09/05/2019

The High Court’s decision in the high-profile Rinehart/Hancock dispute highlights the importance of drafting clear arbitration clauses if they are to be effective in keeping disputes between the parties out of the public eye.

Key takeaways

  • When a party wants to set aside a contract for invalidity and the contract contains an arbitration clause, ordinary principles of contractual interpretation dictate whether the dispute will remain private.
  • Parties should not rely on a presumption that the existence of an arbitration clause will prevent a dispute about validity being heard by a court in every case.
  • If arbitration is the parties’ desired form of dispute resolution, the importance of confidentiality and the intention of the parties to avoid litigation before the courts (by referring disputes to arbitration) should be made clear in the terms of the contract.
  • That said, in cases of uncertainty, it is now more likely than not that a court will find that all disputes between the parties to a contract containing an arbitration clause should be determined at arbitration.

On 8 May 2019, the High Court handed down its judgment in the ongoing five-year Rinehart/Hancock arbitration and litigation dispute. This is the first time the High Court has had the opportunity to clarify the correct approach to determining whether a dispute as to the validity or enforceability of a deed is a dispute arising ‘under’ the deed or ‘hereunder’ within the meaning of an arbitration clause in the deed.

The High Court decided in favour of enforceability and validity questions being determined at arbitration and out of the public eye – but the question will always need to be determined with reference to the specific context and surrounding circumstances in which the parties’ contract has arisen.

Background to the dispute

In October 2014, Bianca Rinehart and John Hancock (Appellants), commenced proceedings in the Federal Court against their mother, Gina Rinehart, and various entities controlled by Gina Rinehart, including Hancock Prospecting Pty Ltd (Respondents), alleging mismanagement of trust assets and other breaches of trust in relation to trusts under which the Appellants were beneficiaries (Primary Claim).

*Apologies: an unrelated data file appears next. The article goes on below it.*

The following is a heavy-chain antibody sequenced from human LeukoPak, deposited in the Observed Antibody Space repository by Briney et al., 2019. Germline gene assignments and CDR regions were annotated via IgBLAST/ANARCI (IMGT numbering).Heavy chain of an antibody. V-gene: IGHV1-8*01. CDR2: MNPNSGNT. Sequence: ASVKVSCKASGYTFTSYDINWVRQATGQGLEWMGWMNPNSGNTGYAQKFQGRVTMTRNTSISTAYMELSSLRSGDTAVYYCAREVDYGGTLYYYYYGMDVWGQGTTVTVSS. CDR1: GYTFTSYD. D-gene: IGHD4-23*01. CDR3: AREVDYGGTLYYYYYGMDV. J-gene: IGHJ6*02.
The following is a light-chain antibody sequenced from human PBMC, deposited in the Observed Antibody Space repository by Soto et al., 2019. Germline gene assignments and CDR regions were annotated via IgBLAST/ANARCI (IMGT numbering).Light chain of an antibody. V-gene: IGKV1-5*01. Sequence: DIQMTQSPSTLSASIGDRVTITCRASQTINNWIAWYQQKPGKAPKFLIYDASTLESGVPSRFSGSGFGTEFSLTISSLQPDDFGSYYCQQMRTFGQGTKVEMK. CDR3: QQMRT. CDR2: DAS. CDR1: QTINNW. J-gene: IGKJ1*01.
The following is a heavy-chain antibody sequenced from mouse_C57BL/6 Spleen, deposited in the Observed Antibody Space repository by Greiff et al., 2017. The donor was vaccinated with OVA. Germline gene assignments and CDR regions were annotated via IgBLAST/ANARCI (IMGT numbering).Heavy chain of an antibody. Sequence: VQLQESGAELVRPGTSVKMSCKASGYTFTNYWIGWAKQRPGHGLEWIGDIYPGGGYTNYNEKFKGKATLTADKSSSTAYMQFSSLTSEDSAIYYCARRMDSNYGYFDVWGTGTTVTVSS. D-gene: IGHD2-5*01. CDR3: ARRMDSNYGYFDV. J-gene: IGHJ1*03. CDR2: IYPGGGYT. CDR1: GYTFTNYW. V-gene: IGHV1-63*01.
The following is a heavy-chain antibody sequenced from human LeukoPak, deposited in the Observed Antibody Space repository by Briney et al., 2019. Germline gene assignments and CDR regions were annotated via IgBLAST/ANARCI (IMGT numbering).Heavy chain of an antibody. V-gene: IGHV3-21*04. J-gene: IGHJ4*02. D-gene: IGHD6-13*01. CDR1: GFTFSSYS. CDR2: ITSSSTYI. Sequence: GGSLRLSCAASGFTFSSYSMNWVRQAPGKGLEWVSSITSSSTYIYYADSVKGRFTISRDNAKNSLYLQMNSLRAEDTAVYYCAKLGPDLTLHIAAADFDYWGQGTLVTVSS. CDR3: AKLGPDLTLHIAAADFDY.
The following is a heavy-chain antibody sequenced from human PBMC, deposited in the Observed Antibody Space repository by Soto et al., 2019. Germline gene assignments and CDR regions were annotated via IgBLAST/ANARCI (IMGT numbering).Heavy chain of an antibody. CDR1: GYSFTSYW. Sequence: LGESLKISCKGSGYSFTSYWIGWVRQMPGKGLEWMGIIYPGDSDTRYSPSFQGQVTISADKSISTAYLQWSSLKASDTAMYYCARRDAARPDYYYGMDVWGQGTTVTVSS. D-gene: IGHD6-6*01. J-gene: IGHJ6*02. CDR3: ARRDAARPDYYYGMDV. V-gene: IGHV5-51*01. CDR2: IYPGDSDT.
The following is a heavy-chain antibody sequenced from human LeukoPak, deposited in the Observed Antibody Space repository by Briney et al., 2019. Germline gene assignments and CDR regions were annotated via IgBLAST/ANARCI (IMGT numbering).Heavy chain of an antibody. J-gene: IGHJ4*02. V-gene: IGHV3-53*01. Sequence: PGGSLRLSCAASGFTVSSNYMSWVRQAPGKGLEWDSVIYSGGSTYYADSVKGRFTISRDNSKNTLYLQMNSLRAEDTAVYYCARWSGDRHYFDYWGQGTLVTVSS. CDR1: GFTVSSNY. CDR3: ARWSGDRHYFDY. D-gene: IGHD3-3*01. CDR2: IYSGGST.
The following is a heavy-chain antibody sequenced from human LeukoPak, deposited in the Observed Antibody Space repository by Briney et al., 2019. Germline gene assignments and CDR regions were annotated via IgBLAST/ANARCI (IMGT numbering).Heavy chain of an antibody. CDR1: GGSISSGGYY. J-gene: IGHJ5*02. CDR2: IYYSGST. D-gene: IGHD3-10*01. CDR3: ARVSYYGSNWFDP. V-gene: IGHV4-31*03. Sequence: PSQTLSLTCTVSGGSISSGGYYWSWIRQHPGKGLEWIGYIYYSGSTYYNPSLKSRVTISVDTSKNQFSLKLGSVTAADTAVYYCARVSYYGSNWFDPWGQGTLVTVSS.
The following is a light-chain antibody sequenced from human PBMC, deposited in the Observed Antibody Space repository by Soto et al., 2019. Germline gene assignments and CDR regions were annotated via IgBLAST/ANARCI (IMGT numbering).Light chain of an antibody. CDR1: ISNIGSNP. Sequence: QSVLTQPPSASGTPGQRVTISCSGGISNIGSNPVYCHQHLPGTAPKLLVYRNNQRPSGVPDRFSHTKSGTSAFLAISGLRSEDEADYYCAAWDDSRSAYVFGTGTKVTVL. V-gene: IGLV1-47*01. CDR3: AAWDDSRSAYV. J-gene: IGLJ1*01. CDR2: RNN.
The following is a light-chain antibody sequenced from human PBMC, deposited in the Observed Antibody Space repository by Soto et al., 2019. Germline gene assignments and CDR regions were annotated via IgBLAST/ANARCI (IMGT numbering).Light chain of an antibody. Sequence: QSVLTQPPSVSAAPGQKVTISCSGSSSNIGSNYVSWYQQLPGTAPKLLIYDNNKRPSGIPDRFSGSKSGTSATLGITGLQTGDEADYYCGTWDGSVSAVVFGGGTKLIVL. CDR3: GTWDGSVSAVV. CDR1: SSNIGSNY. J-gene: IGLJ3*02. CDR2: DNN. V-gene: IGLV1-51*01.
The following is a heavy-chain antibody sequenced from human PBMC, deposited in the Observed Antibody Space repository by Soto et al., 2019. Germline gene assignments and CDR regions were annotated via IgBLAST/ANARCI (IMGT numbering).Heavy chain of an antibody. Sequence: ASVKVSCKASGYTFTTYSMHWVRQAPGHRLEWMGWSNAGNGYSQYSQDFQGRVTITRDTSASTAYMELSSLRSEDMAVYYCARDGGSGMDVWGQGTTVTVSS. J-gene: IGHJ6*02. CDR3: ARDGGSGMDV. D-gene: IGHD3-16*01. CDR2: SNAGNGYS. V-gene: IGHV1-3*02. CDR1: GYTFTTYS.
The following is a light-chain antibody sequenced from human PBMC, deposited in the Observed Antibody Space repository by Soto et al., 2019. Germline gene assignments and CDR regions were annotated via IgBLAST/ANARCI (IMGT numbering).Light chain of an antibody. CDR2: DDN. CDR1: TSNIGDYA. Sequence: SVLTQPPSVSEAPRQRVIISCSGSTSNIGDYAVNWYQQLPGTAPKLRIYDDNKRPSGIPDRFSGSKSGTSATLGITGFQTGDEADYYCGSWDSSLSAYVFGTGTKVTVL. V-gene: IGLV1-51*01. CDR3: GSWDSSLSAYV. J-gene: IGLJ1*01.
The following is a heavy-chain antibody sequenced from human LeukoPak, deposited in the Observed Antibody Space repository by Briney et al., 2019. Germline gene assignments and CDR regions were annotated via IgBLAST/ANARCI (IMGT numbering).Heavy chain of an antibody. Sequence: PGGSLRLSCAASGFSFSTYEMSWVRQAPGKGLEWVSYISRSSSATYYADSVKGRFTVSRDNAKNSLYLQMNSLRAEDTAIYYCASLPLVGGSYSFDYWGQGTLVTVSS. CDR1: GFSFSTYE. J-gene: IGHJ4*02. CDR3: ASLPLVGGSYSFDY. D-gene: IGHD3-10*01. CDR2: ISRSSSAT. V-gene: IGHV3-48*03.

Between 2003 and 2010, the parties entered into various deeds which contained arbitration clauses providing that any dispute concerning the parties would be resolved by arbitration rather than court proceedings.  The exact wording of the arbitration clauses differed in each of the deeds, with some of the deeds requiring, very broadly, disputes ‘arising out of, relating to or in connection with’ the deeds to be referred to arbitration and other deeds containing more limited language, requiring only disputes ‘under this deed’ or ‘hereunder’ to be referred to arbitration. 

The Appellants also alleged that the deeds were void, including as a result of the non-disclosure of all material facts by the Respondents and lack of negotiation at arms’ length (Validity Claim).

The Respondents made separate interlocutory applications to the Federal Court, seeking orders that the Appellants’ underlying proceedings be stayed on the basis that the Primary Claim and the Validity Claim fell within the scope of the arbitration clauses and therefore required determination by an arbitrator, not a court.